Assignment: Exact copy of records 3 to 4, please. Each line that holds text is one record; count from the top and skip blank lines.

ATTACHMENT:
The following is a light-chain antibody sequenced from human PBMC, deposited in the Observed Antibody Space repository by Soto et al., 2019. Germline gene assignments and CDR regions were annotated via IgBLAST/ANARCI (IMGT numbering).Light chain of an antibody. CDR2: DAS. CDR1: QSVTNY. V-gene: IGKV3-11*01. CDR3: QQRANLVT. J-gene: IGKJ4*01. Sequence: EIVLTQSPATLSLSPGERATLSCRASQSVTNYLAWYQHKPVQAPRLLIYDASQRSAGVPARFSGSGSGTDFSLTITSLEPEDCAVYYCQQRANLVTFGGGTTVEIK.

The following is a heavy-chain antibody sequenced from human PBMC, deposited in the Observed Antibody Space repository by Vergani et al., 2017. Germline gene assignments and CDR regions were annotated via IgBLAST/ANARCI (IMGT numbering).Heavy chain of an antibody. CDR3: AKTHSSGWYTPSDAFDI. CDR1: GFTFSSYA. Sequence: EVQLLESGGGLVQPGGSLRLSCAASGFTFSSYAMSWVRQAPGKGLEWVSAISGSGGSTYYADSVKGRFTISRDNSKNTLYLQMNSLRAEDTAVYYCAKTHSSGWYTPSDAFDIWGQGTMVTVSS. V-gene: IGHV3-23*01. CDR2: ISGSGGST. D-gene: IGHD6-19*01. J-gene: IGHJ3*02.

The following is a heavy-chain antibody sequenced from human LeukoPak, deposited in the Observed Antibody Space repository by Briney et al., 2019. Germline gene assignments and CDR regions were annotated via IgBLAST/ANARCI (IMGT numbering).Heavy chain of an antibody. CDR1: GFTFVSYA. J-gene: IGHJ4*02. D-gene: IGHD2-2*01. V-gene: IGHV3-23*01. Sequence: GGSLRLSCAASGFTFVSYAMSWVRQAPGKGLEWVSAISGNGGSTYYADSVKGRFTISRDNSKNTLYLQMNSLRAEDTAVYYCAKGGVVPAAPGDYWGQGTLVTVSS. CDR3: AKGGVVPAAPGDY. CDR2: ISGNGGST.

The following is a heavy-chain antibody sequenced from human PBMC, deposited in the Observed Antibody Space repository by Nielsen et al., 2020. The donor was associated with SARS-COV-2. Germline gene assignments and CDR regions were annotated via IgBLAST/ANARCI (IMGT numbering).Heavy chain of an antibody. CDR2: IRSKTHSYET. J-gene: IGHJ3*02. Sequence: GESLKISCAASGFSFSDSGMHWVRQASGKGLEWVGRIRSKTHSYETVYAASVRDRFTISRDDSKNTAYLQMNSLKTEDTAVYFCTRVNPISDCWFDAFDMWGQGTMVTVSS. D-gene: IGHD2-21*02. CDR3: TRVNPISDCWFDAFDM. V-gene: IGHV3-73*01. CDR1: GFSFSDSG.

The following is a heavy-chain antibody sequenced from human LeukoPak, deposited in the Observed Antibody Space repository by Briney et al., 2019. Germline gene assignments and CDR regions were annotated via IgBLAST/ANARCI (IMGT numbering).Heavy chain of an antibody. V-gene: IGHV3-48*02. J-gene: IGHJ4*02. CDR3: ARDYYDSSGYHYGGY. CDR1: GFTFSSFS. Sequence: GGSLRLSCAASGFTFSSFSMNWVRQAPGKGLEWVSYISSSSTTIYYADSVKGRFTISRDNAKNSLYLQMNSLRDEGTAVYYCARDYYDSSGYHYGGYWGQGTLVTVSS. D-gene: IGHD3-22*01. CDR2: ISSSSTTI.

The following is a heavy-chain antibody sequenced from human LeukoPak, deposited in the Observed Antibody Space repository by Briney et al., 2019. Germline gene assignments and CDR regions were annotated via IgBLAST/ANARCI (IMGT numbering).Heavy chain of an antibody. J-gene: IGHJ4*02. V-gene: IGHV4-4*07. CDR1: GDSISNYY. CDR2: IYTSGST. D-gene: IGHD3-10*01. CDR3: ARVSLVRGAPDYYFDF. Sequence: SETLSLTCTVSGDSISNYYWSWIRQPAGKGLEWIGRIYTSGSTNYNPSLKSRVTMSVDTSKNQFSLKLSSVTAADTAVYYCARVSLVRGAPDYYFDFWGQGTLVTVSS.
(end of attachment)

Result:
The following is a heavy-chain antibody sequenced from human LeukoPak, deposited in the Observed Antibody Space repository by Briney et al., 2019. Germline gene assignments and CDR regions were annotated via IgBLAST/ANARCI (IMGT numbering).Heavy chain of an antibody. CDR1: GFTFVSYA. J-gene: IGHJ4*02. D-gene: IGHD2-2*01. V-gene: IGHV3-23*01. Sequence: GGSLRLSCAASGFTFVSYAMSWVRQAPGKGLEWVSAISGNGGSTYYADSVKGRFTISRDNSKNTLYLQMNSLRAEDTAVYYCAKGGVVPAAPGDYWGQGTLVTVSS. CDR3: AKGGVVPAAPGDY. CDR2: ISGNGGST.

The following is a heavy-chain antibody sequenced from human PBMC, deposited in the Observed Antibody Space repository by Nielsen et al., 2020. The donor was associated with SARS-COV-2. Germline gene assignments and CDR regions were annotated via IgBLAST/ANARCI (IMGT numbering).Heavy chain of an antibody. CDR2: IRSKTHSYET. J-gene: IGHJ3*02. Sequence: GESLKISCAASGFSFSDSGMHWVRQASGKGLEWVGRIRSKTHSYETVYAASVRDRFTISRDDSKNTAYLQMNSLKTEDTAVYFCTRVNPISDCWFDAFDMWGQGTMVTVSS. D-gene: IGHD2-21*02. CDR3: TRVNPISDCWFDAFDM. V-gene: IGHV3-73*01. CDR1: GFSFSDSG.